Atlantic Ocean, NL - Rick Nickerson
My name is Richard Nickerson. I was born in Langley, lived most of my time on the West Coast. I’ve been working for McKeil coming up 5 years. I am a chief engineer with McKeil.
I have lots of watermarks, more like a bladder than a watermark. My first memory of actually being strongly connected to the water was when I was 10 years old. My father was in the armed forces, we’d been living in Germany for 5 years. We came back across to Canada on the Ivernia, a liner. That’s how they moved their personnel in those days.
I remember being on the middle of the Atlantic and all hell was breaking loose and everyone was flat on their backs not doing anything and just riding with it. I being a 10 year old kid was up and around, had the run of the ship, was all over the ship and everything. I remember going down to the stern and the weather didn’t affect me – it was great, I loved it. I was going down to the stern and I climbed in a coil of rope, the mooring lines in the back and I just hid in there for a while. Some sailors came down and were talking about this and that saying wow, this is good. And that was my first connection to the water and knew that that’s where I wanted to go, to be connected that way, and that’s proven all throughout my life.
I’ve been on the water since ‘72. I live on the water. Water is important because it gives me life, it keeps me alive and keeps me living in the moment because it is always variable, it is always changing and it’s important to life. When I found my way back to water, it’s been a part of life through it all…. Raising a family, having them all. I did charter work for years and I was able to take my family with me which was really great. I had a friend who was a mountain man at one point, he’d come to the water and say it’s great because you can take your whole family and go to places and explore and see things that you would otherwise require a lot of energy for, you would have to pack a lot of things. But on the water you can do a lot and go to a lot of places. I remember a moment, like I said, I took my family with me for a number of years.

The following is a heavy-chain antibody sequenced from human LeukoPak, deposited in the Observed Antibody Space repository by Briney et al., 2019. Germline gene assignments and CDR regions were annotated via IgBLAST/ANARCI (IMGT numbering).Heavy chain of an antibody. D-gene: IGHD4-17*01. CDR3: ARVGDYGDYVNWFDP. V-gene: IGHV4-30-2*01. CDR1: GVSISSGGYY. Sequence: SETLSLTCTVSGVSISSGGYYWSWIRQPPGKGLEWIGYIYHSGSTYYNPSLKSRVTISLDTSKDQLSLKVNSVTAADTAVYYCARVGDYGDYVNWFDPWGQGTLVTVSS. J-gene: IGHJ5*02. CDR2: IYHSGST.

I did research work for fisheries for 14 years and my family would come with me. There was a moment where I was sitting in an inlet on the Queen Charlottes, Haida Gwaii. I’m with my oldest boy, boxing the compass with him sitting down on the deck of a boat and boxing a compass. My youngest son who was 4 at the time (just about to start playschool), I could tell he was listening to what we were doing. Finally, he said, “Dad, I know which way playschool is”. We were about 60 miles away in an inlet surrounded by mountains. I said “oh you do, do you, which way is it”. He pointed and said “that way”, and he was dead right, he knew which exact direction to go. From that I realized both those boys had spent a lot of time on the water.
My oldest boy now has his own business, he runs his own boats, his own charter. I could see the connection, I could see what I enjoyed having been passed on to them. What I know of the family history is that they came up during the American Revolution time from the Massachusetts area and went to Nova Scotia. They had a fishing schooner and sailed that up and settled in a place called New Harbour and ran their schooners out of there. There are quite a few Nickersons in Nova Scotia with a fishing history with everyone connected to the water. My grandfather, the youngest of 13 boys, moved West after the first world war and came back after the first world war. My father was born in Alberta and it took me a while to find my own way back to the water. But I recognized it once I got on to the water, I knew it was definitely what I wanted to do with my time.